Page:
A Model Workplace Campaign

A spirited pledge campaign boosts employee morale while strengthening community.

Conducting a pledge campaign for Mesa United Way in your workplace should be primarily about helping those in need – and hence building a better, stronger community. But it can and should be much more. It also brings employees together behind a worthy cause, boosting morale, and projecting an image of good corporate citizenship to the community at large.

The downtown law firm of JacksonWhite, P.C., is one example among many businesses throughout Mesa that have sustained and grown their commitment even during tough economic times. JacksonWhite officials say the key is to make the pledge campaign a positive and enjoyable experience for employees.
“We engage our employees in activities they enjoy, like office luncheons, games, raffles, and sports,” said Liz Coyle, director of client services for JacksonWhite and coordinator of the firm’s pledge drive. By organizing several large events and many smaller activities, she explained, the office’s 70 employees are eager to participate and have managed to boost the company’s Mesa United Way contribution every year.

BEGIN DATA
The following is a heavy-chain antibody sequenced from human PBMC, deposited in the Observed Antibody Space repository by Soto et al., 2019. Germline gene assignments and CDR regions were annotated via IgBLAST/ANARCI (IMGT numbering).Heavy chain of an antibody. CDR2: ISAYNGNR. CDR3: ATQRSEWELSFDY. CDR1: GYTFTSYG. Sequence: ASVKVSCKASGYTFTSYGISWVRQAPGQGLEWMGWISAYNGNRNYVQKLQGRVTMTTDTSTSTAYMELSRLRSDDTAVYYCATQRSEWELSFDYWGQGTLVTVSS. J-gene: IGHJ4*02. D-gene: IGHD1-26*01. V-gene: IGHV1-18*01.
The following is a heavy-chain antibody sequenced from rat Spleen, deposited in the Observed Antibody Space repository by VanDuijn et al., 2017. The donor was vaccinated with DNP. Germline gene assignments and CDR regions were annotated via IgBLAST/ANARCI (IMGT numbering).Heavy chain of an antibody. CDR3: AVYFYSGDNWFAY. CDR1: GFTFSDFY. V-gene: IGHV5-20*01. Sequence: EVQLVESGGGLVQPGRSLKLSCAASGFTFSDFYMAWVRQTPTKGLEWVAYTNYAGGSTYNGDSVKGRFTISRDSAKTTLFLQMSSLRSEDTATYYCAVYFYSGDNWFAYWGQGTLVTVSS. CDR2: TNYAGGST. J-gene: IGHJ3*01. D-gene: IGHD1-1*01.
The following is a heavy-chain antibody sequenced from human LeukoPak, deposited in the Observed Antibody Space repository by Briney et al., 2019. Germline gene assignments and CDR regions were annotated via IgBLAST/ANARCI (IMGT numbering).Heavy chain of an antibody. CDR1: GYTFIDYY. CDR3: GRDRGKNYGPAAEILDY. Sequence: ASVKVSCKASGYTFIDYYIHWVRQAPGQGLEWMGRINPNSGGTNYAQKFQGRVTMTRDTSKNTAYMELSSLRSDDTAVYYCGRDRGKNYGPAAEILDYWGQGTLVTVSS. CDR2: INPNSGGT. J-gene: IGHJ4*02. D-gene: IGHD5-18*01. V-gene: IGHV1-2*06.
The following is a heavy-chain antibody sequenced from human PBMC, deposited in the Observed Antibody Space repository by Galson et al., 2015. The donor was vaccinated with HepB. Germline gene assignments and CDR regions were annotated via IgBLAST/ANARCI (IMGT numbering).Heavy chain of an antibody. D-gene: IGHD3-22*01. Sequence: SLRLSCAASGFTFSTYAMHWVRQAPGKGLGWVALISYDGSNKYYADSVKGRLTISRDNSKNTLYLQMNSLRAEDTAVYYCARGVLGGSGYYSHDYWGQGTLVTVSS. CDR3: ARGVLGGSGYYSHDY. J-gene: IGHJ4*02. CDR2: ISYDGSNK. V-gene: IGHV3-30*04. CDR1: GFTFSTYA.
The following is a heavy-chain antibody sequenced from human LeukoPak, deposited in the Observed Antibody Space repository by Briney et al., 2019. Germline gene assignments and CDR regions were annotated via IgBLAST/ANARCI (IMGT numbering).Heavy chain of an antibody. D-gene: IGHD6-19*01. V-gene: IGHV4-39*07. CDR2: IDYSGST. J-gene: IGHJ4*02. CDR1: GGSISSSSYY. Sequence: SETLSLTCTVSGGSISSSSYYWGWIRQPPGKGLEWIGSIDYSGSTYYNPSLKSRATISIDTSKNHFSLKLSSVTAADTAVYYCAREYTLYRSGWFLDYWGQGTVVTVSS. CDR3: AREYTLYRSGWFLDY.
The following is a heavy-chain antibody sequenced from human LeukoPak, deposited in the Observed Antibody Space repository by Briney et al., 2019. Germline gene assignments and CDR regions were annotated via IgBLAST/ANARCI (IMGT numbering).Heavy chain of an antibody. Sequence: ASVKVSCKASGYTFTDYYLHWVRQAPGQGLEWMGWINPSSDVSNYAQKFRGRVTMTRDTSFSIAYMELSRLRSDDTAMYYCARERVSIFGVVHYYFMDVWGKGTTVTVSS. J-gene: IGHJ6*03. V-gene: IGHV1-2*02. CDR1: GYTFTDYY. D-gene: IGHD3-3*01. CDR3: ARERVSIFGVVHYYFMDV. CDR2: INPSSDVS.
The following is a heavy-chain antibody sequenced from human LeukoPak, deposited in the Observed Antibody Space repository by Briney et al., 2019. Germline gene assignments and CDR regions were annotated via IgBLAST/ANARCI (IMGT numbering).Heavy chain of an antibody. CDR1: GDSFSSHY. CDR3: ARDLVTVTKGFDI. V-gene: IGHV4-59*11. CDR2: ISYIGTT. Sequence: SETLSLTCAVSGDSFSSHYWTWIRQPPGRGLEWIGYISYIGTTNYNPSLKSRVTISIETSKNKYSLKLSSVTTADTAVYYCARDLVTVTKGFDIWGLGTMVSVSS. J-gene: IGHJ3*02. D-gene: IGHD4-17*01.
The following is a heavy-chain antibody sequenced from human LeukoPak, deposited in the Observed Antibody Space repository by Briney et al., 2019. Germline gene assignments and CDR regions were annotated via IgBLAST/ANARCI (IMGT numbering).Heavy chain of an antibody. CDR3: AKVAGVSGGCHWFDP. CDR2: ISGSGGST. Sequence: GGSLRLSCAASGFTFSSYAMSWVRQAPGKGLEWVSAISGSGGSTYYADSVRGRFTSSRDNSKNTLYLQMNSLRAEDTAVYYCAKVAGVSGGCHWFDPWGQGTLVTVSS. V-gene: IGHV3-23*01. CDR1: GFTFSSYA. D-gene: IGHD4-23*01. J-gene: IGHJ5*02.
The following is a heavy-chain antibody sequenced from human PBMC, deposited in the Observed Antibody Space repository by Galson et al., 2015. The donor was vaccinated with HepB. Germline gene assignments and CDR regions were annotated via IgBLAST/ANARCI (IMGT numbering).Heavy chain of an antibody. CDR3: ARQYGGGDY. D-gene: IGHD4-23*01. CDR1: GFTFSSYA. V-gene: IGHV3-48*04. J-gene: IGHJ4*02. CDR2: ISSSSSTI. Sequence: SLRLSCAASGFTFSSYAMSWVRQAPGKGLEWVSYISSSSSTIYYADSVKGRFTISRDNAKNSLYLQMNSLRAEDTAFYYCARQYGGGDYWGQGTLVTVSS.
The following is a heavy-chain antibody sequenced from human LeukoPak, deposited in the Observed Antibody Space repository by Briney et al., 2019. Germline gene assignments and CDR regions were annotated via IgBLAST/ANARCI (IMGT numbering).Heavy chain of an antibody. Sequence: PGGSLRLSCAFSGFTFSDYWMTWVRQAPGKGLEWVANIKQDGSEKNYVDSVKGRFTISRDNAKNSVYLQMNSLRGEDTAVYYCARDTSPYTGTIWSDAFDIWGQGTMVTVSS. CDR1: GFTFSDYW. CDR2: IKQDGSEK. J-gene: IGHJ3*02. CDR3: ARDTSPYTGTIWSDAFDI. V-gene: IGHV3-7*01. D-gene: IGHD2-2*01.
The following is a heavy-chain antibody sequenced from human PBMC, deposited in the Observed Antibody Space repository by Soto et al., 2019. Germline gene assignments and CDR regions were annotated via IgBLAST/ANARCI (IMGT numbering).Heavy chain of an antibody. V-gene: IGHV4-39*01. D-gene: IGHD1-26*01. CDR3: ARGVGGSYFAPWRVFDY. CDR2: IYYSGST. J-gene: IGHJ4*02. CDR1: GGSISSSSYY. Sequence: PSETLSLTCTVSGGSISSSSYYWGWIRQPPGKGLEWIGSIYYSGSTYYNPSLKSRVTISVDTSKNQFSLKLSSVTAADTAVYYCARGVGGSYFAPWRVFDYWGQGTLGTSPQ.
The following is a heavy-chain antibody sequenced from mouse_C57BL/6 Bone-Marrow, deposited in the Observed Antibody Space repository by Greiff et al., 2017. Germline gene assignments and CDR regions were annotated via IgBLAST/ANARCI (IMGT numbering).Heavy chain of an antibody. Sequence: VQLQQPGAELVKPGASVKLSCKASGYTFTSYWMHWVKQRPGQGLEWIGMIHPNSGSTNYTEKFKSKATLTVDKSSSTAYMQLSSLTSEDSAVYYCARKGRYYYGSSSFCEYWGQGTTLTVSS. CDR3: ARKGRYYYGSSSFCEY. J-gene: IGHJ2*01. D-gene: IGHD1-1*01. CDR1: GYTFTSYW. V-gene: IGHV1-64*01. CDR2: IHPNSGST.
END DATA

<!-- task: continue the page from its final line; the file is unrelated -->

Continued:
“It’s really part of our corporate culture,” said Richard White, who heads the firm along with Eric Jackson. “We like to give back to the community. You just feel better when you’re helping others; you always get back more than you give.”
White said that philosophy extends far beyond monetary donations. Many of the firm’s employees also do volunteer work for agencies that partner with Mesa United Way, including A New Leaf, East Valley Adult Resources, United Food Bank and Save the Family Foundation. Several of the firm’s family-law attorneys are involved with emergency shelters and domestic-violence prevention programs, he said.

Coyle said she and several coworkers enjoy coming up with new activities every year, such as weekend softball games, a Halloween party for families and regular office potluck luncheons that include games and raffles, with participants paying a nominal fee. “We try to involve a lot of people in a lot of different things,” she said. “We even have coin jars around the office for people to drop their loose change into. Every little bit helps.”

JacksonWhite’s employees also are motivated by a realization that misfortune can strike anyone at any time, Coyle said. Some employees whose spouses have been laid off have sought help from the Food Bank while several single moms have benefited from after-school programs supported by Mesa United Way. One employee who was temporarily flooded out of her home by a monsoon storm several years ago was offered shelter with a Mesa United Way partner agency.

For more information Contact Alicia Holmes